"Returning ourselves back to a state
of love is our number one responsibility. While it is important to our
children, we owe it to ourselves, as well. We deserve to be living in a
state of peace and calm." -- Heather T. Forbes
There's a reason the airlines tell us to put on our own oxygen masks first. Kids can't reach those masks or be relied on to use them properly. If we lose function, our kids can't save us, or themselves. So even if we would sacrifice ourselves to save our kids, it's our responsibility to put on our own masks first. READ POST
"Ring the bells that still can ring. Forget your
perfect offering. There is a crack in everything, that's how the light
gets in." - Leonard Cohen
Imagine that guilt is like a red light blinking on your dashboard. When you see it, you:
a) Redouble your efforts to attain perfection, even if it’s giving you a headache.
b) Flog yourself.
c) Pull out the wire so it stops blinking, and go have a drink.
d) Thank the guilt and tell it to take a break. Then use the opportunity to check in: What could you do differently to be the parent you want your kids to have, while at the same time being kind to yourself? READ POST
"In a poll commissioned by Time and CNN, two-thirds of American parents said they think that their children are spoiled." - Elizabeth Kolbert, Spoiled Rotten: Why do kids rule the roost?
"A girl can't spoil herself, you know.” - Roald Dahl
I haven't been able to track down the CNN poll quoted by Kolbert, in which 2/3 of parents in the US reportedly said their child is spoiled. I find it hard to believe, frankly. If they really think that, why are they doing the spoiling?
Except that I do hear often from parents who worry about whether they're too permissive. How can they be sure their child isn't becoming spoiled?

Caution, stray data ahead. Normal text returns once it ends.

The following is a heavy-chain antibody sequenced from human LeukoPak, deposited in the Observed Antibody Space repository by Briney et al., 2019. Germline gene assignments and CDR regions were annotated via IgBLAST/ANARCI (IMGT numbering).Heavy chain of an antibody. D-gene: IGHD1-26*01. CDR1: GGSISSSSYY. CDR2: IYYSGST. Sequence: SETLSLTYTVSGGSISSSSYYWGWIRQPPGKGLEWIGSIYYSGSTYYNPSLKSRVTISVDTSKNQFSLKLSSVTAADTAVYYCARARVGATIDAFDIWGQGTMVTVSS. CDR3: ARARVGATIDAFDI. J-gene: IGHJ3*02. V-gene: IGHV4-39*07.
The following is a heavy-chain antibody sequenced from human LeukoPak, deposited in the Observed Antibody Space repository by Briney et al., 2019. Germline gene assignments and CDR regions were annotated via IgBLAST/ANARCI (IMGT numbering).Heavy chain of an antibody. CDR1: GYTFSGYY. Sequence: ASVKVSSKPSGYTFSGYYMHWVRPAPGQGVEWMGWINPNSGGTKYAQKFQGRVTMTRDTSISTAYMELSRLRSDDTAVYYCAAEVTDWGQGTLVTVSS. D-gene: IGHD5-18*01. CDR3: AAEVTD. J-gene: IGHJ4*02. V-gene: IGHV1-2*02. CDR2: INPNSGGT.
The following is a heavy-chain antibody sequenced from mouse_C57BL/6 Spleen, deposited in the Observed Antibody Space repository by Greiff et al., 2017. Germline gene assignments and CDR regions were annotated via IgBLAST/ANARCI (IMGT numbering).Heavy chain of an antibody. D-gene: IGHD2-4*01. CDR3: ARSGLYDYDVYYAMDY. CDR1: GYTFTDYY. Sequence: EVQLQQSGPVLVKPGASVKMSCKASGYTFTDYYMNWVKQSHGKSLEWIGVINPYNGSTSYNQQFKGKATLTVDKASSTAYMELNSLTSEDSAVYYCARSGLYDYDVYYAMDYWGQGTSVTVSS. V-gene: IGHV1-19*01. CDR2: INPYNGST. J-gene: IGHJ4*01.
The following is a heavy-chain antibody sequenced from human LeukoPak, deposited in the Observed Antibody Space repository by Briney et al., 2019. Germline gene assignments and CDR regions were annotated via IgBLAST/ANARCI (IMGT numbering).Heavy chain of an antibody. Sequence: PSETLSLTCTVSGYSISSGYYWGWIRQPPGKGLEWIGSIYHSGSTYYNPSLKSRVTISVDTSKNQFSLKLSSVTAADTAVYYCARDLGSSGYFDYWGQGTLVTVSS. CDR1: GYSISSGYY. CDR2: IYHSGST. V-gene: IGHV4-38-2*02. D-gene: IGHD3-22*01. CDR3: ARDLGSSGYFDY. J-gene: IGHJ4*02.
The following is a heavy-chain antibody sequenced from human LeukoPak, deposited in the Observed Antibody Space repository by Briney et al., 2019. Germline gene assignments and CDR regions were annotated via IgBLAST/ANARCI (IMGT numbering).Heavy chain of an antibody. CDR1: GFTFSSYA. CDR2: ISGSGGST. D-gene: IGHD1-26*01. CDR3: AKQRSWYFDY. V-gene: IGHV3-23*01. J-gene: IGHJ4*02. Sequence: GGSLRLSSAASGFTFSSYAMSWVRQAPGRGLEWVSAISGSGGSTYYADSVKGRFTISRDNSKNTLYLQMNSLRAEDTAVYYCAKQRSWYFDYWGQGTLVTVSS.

So let's address this issue head-on. Parenting is hard. You want to be compassionate, but you also want your child to learn appropriate lessons and not to be "spoiled" -- meaning a person who cares only about himself, isn't resilient, doesn't pitch in, or is discontent, greedy and "entitled." So you want a child who is resilient, self-disciplined, generous, happy, and willing to work hard to achieve. Right?
We actually know how to raise that child. Here are your ten guidelines. READ POST
"So little is expected of kids that ...Their
incompetence begets exasperation, which results in still less being
asked of them." - Elizabeth Kolbert, in “Spoiled Rotten: Why Do Kids Rule the Roost?” in the New Yorker.
"My little guy does not like it when I cook or do laundry or do the dishes. Why am I not paying attention to him? But I soon realized that he loves to help. He puts clothes in the washing machine, gathers potatoes to bring to the kitchen, brings me clothes hangers. And yes, it takes much longer than if I had done it all myself. But he actually squeals with delight at being given his next task. And I end up being much less frustrated."—Wendy
In Kolbert's article in the New Yorker, she describes a six year old Matsigenka child in the Amazon who takes the initiative to cook and clean for the family. Most parents wish their kids would help more around the house. Why aren't our children more like the Matsigenka? READ POST
"Dr. Laura – I'm not one of those
'Count to 3 and They Jump' parents. I was raised that way and it always
seems to involve threats and harshness. But I do want my kids to listen
to me, and to take No for an answer. For instance, when I say 'It's
time to clean up' they ignore me unless I yell. What's the secret?" --
Most humans ignore things they don't want to hear, if possible. But it is possible to get kids cooperating, without resorting to yelling, threats or harshness. The secrets? READ POST
“Parents want their kids’ approval, a reversal of the past ideal of children striving for their parents’ approval." - Elizabeth Kolbert, in “Spoiled Rotten: Why Do Kids Rule the Roost?” in the New Yorker.
"The model of parenting most of us grew up with was authoritarian parenting, which is based on fear. Some of us may have grown up with permissive parenting, which is also based on fear. Authoritarian parenting is based on the child's fear of losing the parent's love. Permissive parenting is based on the parent's fear of losing the child's love. Connection parenting is based on love instead of fear." -- Pam Leo READ POST
"The exhausting cycle of constantly monitoring their work and
performance...makes children feel less competent and
confident." - Elizabeth
Kolbert, in Spoiled Rotten: Why do kids rule the roost? in the New Yorker.
Confidence and competence aren't just good feelings. They make kids more resilient, resourceful, and willing to take on difficult challenges. Kids who aren't confident don't realize their full potential. READ POST